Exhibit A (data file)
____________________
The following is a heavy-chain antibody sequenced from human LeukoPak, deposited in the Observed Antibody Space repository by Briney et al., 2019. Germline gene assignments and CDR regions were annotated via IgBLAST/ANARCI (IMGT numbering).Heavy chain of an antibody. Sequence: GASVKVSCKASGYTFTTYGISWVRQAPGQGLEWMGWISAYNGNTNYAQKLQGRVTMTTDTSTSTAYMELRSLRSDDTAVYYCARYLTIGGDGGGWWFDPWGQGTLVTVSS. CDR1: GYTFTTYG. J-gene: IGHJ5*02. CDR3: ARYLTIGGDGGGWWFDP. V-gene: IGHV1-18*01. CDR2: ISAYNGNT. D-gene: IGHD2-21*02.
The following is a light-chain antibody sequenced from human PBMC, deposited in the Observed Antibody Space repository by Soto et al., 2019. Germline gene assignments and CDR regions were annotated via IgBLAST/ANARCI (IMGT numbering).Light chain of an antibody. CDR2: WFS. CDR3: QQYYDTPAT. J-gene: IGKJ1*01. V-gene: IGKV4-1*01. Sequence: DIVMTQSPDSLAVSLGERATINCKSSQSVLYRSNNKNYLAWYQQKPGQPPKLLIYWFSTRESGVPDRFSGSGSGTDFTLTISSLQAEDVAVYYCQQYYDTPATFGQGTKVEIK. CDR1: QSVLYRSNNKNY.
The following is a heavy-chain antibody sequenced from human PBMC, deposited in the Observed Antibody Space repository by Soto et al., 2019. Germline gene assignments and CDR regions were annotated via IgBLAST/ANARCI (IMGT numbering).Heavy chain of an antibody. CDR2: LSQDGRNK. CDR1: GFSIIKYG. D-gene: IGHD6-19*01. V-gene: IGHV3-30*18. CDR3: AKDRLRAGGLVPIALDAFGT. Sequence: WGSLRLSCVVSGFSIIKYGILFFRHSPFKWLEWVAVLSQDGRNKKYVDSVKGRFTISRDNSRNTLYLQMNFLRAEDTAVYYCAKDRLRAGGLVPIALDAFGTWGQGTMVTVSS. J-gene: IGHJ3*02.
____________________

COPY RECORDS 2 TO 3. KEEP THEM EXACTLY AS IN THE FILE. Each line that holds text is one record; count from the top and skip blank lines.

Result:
The following is a light-chain antibody sequenced from human PBMC, deposited in the Observed Antibody Space repository by Soto et al., 2019. Germline gene assignments and CDR regions were annotated via IgBLAST/ANARCI (IMGT numbering).Light chain of an antibody. CDR2: WFS. CDR3: QQYYDTPAT. J-gene: IGKJ1*01. V-gene: IGKV4-1*01. Sequence: DIVMTQSPDSLAVSLGERATINCKSSQSVLYRSNNKNYLAWYQQKPGQPPKLLIYWFSTRESGVPDRFSGSGSGTDFTLTISSLQAEDVAVYYCQQYYDTPATFGQGTKVEIK. CDR1: QSVLYRSNNKNY.
The following is a heavy-chain antibody sequenced from human PBMC, deposited in the Observed Antibody Space repository by Soto et al., 2019. Germline gene assignments and CDR regions were annotated via IgBLAST/ANARCI (IMGT numbering).Heavy chain of an antibody. CDR2: LSQDGRNK. CDR1: GFSIIKYG. D-gene: IGHD6-19*01. V-gene: IGHV3-30*18. CDR3: AKDRLRAGGLVPIALDAFGT. Sequence: WGSLRLSCVVSGFSIIKYGILFFRHSPFKWLEWVAVLSQDGRNKKYVDSVKGRFTISRDNSRNTLYLQMNFLRAEDTAVYYCAKDRLRAGGLVPIALDAFGTWGQGTMVTVSS. J-gene: IGHJ3*02.